We will continue, Mr. Chair, to raise awareness so that Canadians, businesses and academics have the information and the tools they need to support themselves while our agencies collect information to support investigations. This is because foreign interference activities of any kind undermine our values and democratic institutions. They threaten our sovereignty, our economic prosperity, and the safety and interests of Canadians. They are unacceptable and they will not be tolerated.
We are actively and carefully monitoring the situation, including identifying new ways in which foreign interference may threaten our country. A number of organizations in my portfolio—CSIS, the RCMP and Public Safety Canada in particular—are involved in work to address foreign interference in all of the forms in which it manifests itself in Canada and around the world. Both CSIS and the RCMP apply the full measure of their mandates in investigating potential risks to Canadian interests, responding to threats, and keeping Canadians safe from harm and intimidation.
CSIS and the RCMP also have reporting mechanisms in place for anyone who would like to report a threat to national security, including foreign interference.
I want to assure the members of this committee and all Canadians that our national security and intelligence agencies and our law enforcement agencies remain ever vigilant in ensuring the interests of Canadians. We are prepared to act, and we are acting against threats to Canadian interests in this country from hostile activities of state actors. We will continue to work closely with our partners domestically and internationally, including the Five Eyes and other allies, on foreign interference.
While foreign interference is top of mind for my portfolio, it is by no means the only issue on the plate.
It's no secret that China is one of the main source countries of fentanyl, as well as the precursor chemicals used to make this highly potent and deadly synthetic opioid. Illegal fentanyl and fentanyl-like drugs are being mixed in with and contaminating other drugs. This continues to be a major driving factor in the overdose crisis that has tragically cut so many lives short in Canada.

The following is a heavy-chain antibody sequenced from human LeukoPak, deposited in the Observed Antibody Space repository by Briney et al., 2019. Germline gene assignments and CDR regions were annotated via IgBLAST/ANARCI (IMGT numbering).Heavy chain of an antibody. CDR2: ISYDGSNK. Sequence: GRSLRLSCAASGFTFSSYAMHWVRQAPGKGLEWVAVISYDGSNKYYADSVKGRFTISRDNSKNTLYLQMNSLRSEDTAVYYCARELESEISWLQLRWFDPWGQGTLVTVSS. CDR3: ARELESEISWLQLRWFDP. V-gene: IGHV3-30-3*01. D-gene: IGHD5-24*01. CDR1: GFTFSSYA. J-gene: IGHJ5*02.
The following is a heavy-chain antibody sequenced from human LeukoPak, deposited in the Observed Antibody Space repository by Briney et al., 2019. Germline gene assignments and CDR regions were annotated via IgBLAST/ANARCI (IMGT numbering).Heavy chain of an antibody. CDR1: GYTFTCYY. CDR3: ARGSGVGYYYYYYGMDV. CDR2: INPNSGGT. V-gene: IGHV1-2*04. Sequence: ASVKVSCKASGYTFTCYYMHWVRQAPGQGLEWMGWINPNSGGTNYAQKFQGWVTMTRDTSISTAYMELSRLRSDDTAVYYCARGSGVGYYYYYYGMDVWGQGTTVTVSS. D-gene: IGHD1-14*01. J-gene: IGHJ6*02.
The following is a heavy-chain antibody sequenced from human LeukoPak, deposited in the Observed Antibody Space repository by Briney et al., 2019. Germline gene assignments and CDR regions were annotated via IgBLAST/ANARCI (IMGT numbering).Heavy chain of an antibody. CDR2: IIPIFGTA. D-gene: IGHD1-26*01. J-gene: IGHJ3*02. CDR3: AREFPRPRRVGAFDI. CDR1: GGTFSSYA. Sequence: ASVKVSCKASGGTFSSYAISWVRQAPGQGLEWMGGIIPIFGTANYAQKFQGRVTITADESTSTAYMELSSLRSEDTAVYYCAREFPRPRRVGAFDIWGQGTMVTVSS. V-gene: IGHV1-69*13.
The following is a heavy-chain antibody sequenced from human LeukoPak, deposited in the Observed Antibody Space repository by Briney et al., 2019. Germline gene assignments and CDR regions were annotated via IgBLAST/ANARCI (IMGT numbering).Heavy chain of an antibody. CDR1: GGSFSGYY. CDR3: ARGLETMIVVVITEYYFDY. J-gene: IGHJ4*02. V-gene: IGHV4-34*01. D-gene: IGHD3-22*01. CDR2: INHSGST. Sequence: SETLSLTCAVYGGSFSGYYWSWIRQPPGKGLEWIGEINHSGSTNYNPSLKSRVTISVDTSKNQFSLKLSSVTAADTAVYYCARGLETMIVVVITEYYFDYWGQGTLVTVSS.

CBSA uses intelligence as well as a variety of detection tools, techniques and the latest in scientific technology to prevent cross-border smuggling of illicit drugs, including toxic substances like fentanyl. Over the past four years, the CBSA has made 335 seizures, totalling over 42.2 kg. In 129 of the seizures, China was listed as the source country of those drugs.
For its part, the RCMP has established an organized crime joint operation centre with CBSA and Canada Post to track, identify and take appropriate enforcement action against the importation of these illicit opioids. In 2017, we passed legislation to permit our officers, with reasonable grounds, to search international mail weighing under 30 kg. The RCMP are also working with international enforcement partners to investigate and to disrupt the illegal importation of precursor chemicals and illicit drugs to Canada. With respect to China, the RCMP, the CBSA and their counterparts have all agreed to collaborate to target fentanyl trafficking.
Let me now, if I may, briefly turn to another issue of interest to this committee. I know that 5G technology has come up in your hearings and that the Government of Canada is certainly under no illusions about the security challenges of that decision—
Thank you very much, Ms. Yip.
I think the question is a very important one. I will tell you that our national security intelligence agencies and law enforcement—who are ably joining me here today—do extraordinary work. At the same time, I think it's equally important.... I've listened very carefully to the important work of this committee. This committee has raised a number of really important issues that I know are also of concern to Canadians, and certainly to our fellow parliamentarians, so I thought it was entirely appropriate and necessary, largely in response to issues and concerns that have been raised in this committee, to provide all of our colleagues, and through our colleagues to provide Canadians, with a deeper understanding of the threat environment that currently exists in this country and to explain to them some of the important work that our national security intelligence agencies and law enforcement agencies undertake on their behalf.